"Food would be another obvious example," he said. "People who are hungry or are not eating well, their health is going to be affected. And there's less obvious, slightly less tangible things around level of education, job training and access to other services such as transportation, or someone who's a recent immigrant. Or even isolation. There's increasing data, especially in literature around the elderly, that isolation is an obvious predictor of reduced health status."
More and more, of course, healthcare providers are beginning to recognize the importance of social determinants – especially as the financial demands of value-based reimbursement help help make the case for better outcomes at lower cost.
Still, as Reider discussed with us earlier this year, the challenges of effectively managing the data demands and patient engagement efforts around SDOH are considerable. But they're not insurmountable.
"I have now learned to think of health as three separate buckets: social health, behavioral health and physical health," he said. "And if we address the first two, I think it's now very clear that the third will be improved – and in fact the money that we spend in bucket number three will be reduced if we can address number one and two."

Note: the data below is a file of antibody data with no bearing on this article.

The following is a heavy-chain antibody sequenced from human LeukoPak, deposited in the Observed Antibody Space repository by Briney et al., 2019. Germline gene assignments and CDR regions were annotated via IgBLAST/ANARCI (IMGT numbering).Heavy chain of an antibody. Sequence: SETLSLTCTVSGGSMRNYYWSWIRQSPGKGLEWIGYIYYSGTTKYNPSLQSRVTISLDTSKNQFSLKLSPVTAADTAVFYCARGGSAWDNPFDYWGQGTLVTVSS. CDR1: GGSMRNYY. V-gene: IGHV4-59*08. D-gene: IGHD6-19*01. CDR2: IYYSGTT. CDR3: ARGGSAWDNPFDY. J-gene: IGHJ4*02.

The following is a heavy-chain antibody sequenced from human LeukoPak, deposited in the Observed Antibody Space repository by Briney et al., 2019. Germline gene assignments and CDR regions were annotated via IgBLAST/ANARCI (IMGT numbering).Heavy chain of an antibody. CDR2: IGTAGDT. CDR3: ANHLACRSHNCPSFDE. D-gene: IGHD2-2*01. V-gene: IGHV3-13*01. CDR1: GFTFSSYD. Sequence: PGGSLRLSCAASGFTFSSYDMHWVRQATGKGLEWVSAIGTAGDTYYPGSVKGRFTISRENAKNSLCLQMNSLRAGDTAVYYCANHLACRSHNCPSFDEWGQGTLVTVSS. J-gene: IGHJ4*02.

"Typically you'll see IPAs nationwide that are independent physician groups that join together in order to contract with health plans. This isn't physician groups; this is community based organizations."
Dr. Jacob Reider, Healthy Alliance Independent Practice Association
This whole endeavor, with the new IPA and its partnership with MVP Health, "is the first step of demonstrating the business case," said Reider. "And the data will show that we're right."
While there may be a certain amount of care coordination between CBOs and medical providers via the United Us platform with this program, the main goal is supporting social programs and helping them better deliver the services they've always done – on a more efficient and sustainable basis.
"The community based organizations that are that are part of this endeavor are all organizations that have previously existed: the food pantry, the homeless shelter, the community outreach team," said Reider. "They've all existed for a long time. And the way that they have been funded is through foundation grants and state funding through various programs. But it's not been connected to help reduce total cost of care."
That's what led to the creation of the Health Alliance IPA, which comprises nearly 30 CBOs in the Albany and great Capital Region.
"This is the first that we know of that is an IPA that's representing community based organizations," he said. "Typically you'll see IPAs nationwide that are independent physician groups that join together in order to contract with health plans. This isn't physician groups; this is community based organizations.